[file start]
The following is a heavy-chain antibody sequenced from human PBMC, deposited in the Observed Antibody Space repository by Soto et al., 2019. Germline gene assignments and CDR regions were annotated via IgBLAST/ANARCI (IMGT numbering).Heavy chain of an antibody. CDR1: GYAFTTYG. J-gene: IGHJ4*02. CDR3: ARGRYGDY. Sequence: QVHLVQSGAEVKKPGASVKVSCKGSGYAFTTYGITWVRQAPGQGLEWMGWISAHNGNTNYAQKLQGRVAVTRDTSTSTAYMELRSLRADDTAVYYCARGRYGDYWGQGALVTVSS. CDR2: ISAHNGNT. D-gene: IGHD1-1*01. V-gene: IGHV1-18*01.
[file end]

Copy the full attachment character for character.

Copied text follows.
The following is a heavy-chain antibody sequenced from human PBMC, deposited in the Observed Antibody Space repository by Soto et al., 2019. Germline gene assignments and CDR regions were annotated via IgBLAST/ANARCI (IMGT numbering).Heavy chain of an antibody. CDR1: GYAFTTYG. J-gene: IGHJ4*02. CDR3: ARGRYGDY. Sequence: QVHLVQSGAEVKKPGASVKVSCKGSGYAFTTYGITWVRQAPGQGLEWMGWISAHNGNTNYAQKLQGRVAVTRDTSTSTAYMELRSLRADDTAVYYCARGRYGDYWGQGALVTVSS. CDR2: ISAHNGNT. D-gene: IGHD1-1*01. V-gene: IGHV1-18*01.